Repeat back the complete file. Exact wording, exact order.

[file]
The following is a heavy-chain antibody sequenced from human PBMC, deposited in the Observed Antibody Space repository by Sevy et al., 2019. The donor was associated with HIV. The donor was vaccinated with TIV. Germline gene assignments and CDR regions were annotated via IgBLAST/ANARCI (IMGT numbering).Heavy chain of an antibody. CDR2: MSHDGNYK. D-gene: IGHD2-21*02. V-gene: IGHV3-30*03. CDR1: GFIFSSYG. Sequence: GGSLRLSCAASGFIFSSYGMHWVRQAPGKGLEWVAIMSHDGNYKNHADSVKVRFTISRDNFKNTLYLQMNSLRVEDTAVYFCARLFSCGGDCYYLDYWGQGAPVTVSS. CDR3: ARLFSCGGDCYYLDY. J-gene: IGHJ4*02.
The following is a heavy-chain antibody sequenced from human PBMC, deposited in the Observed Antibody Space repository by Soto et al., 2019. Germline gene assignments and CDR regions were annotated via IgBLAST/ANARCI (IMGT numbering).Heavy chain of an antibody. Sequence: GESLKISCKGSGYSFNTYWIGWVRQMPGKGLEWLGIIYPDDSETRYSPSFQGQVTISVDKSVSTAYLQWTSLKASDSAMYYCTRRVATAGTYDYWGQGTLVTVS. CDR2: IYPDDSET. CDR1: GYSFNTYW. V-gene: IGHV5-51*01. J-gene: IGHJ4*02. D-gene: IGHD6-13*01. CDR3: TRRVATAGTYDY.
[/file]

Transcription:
The following is a heavy-chain antibody sequenced from human PBMC, deposited in the Observed Antibody Space repository by Sevy et al., 2019. The donor was associated with HIV. The donor was vaccinated with TIV. Germline gene assignments and CDR regions were annotated via IgBLAST/ANARCI (IMGT numbering).Heavy chain of an antibody. CDR2: MSHDGNYK. D-gene: IGHD2-21*02. V-gene: IGHV3-30*03. CDR1: GFIFSSYG. Sequence: GGSLRLSCAASGFIFSSYGMHWVRQAPGKGLEWVAIMSHDGNYKNHADSVKVRFTISRDNFKNTLYLQMNSLRVEDTAVYFCARLFSCGGDCYYLDYWGQGAPVTVSS. CDR3: ARLFSCGGDCYYLDY. J-gene: IGHJ4*02.
The following is a heavy-chain antibody sequenced from human PBMC, deposited in the Observed Antibody Space repository by Soto et al., 2019. Germline gene assignments and CDR regions were annotated via IgBLAST/ANARCI (IMGT numbering).Heavy chain of an antibody. Sequence: GESLKISCKGSGYSFNTYWIGWVRQMPGKGLEWLGIIYPDDSETRYSPSFQGQVTISVDKSVSTAYLQWTSLKASDSAMYYCTRRVATAGTYDYWGQGTLVTVS. CDR2: IYPDDSET. CDR1: GYSFNTYW. V-gene: IGHV5-51*01. J-gene: IGHJ4*02. D-gene: IGHD6-13*01. CDR3: TRRVATAGTYDY.